State of the Farm is back, only this time we’ll be taking a field trip down to Oakland, where we’ll be gazing over the Athletics’ farm system. Honestly, I hear they have actual high-end pitching crops out there, which is something I am totally unfamiliar with, so pardon me if I freak out a little.
Go grab your backpack, pick a starter Pokemon (Squirtle is the only acceptable option), grab a light snack, and I’ll start up the station wagon. We have a road trip to go on.
The Athletics’ system lacked significant upside on the mound at the beginning of 2016, but upgrades via trades and the draft have their future looking bright at the position. Highlights in the system include:
- Grant Holmes, RHP – Holmes is a hard-throwing righty with a nifty curveball who came over in the Rich Hill trade. He struggled in his brief stint in the organization in 2016, posting a 5.01 FIP in 28 innings in High-A ball. He’s yet to truly dominate a level during his career, but he’s still just 20-years-old with a lot of tools to build on. Baseball America ranked him as the 60th-best prospect in baseball in their Midseason Top-100 list.
- A.J. Puk, LHP – The Athletics used the sixth-overall pick in the 2016 draft to take Puk out of Florida. Puk has tremendous raw stuff, throwing a fastball that sits in the mid-90s and a slider that will occasionally touch 90. He was considered by some to be the best prospect available in the 2016 MLB Draft, but command issues plagued his college career; Puk never posted a <4.0 BB/9 during his three years with the Gators. In his first year of pro ball, he managed a 1.93 FIP over 32.2 innings with the Vermont Lake Monsters.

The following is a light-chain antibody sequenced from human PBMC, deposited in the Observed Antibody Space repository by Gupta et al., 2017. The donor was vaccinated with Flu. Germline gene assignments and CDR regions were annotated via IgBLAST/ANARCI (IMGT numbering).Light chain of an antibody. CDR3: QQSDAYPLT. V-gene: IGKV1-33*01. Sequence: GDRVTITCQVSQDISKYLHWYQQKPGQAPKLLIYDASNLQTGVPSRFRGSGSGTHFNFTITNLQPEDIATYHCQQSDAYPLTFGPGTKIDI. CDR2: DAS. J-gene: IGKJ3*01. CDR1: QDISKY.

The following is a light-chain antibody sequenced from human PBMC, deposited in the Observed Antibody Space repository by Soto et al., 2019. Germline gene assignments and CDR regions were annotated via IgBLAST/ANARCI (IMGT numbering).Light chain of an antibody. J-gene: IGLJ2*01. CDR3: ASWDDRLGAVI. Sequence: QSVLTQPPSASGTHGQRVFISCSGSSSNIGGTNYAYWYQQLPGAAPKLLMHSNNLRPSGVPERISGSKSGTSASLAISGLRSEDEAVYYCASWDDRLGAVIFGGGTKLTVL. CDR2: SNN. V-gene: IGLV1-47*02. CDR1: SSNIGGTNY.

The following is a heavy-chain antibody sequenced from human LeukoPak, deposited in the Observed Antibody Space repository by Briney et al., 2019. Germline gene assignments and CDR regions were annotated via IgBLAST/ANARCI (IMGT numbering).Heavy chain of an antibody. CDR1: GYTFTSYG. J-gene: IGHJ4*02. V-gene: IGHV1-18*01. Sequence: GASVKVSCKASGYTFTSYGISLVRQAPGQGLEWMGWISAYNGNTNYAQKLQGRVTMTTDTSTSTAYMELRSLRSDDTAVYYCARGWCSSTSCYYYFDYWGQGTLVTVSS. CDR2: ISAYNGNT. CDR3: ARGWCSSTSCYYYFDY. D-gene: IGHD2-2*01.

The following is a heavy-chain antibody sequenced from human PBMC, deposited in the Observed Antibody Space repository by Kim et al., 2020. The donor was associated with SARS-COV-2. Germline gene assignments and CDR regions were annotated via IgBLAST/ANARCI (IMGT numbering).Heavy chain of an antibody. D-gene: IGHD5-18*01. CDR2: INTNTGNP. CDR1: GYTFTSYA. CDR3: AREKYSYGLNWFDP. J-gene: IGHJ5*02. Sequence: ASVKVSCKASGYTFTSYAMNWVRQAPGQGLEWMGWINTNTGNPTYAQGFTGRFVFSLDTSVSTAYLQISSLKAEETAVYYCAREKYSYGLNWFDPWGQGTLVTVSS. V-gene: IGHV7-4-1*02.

- Daulton Jefferies, RHP – Jefferies was one of my favorite prospects in the 2016 MLB Draft, but injury issues during his junior year at Cal caused him to slip. The Athletics picked him up with the 37th overall pick and convinced him to make the short transition from Berkeley to Oakland with a $1.6 million signing bonus. What Jefferies lacks in size, he makes up for with command and an impressive fastball that he’ll run up to the mid-90s at times. For comparison’s sake, Jefferies is the A’s version of Andrew Moore, only with a little more life on his fastball and a little less-polished secondary stuff.
- Dakota Chalmers, RHP – A young fireballer with immense potential, Chalmers has experienced a variety of growing pains since being selected by the Oakland Athletics in the 2015 draft. Chalmers has a big frame and three pitches that flash big league quality, but he’s yet to put anything of significance together. In 67 innings in Low-A ball this past season, Chalmers posted a 4.90 FIP and 4.97 BB/9.
- Frankie Montas, RHP – Like Holmes, Montas came over in the Rich Hill trade. He spent a large portion of 2016 on the disabled list due to a rib injury, but was able to make his debut in an Oakland uniform in the Arizona Fall League. Montas managed a 0.53 ERA in 17 innings with the Mesa Solar Sox, but his perpipherals were fairly unimpressive (4.13 FIP, 4.76 K/9, 4.24 BB/9). Whether the hard-throwing righty’s future lies in the rotation or the ‘pen is very much a question the A’s will hope he can answer fairly soon. His fastball-slider combo could be deadly in a late-inning role, but they’ll always prefer he remain in the rotation, if possible.
- Logan Shore, RHP - Shore was the second starting pitcher the A’s took out of Florida in the 2016 draft, after the previously-mentioned Puk. A lack of an explosive fastball and devastating secondary offerings made him take a bit of a back seat to Puk from a national perspective, but Shore was very good for a very long time for the Gators, posting a 2.42 ERA, 7.13 K/9, and 1.81 BB/9 over 313 innings for his career. Shore has a fairly polished arsenal, with a good fastball and a better changeup, and should move through the A’s system fairly quickly. The ceiling isn’t very high, but he’s as good of a bet as any of the pitching prospects to not only make a MLB rotation, but stick in it.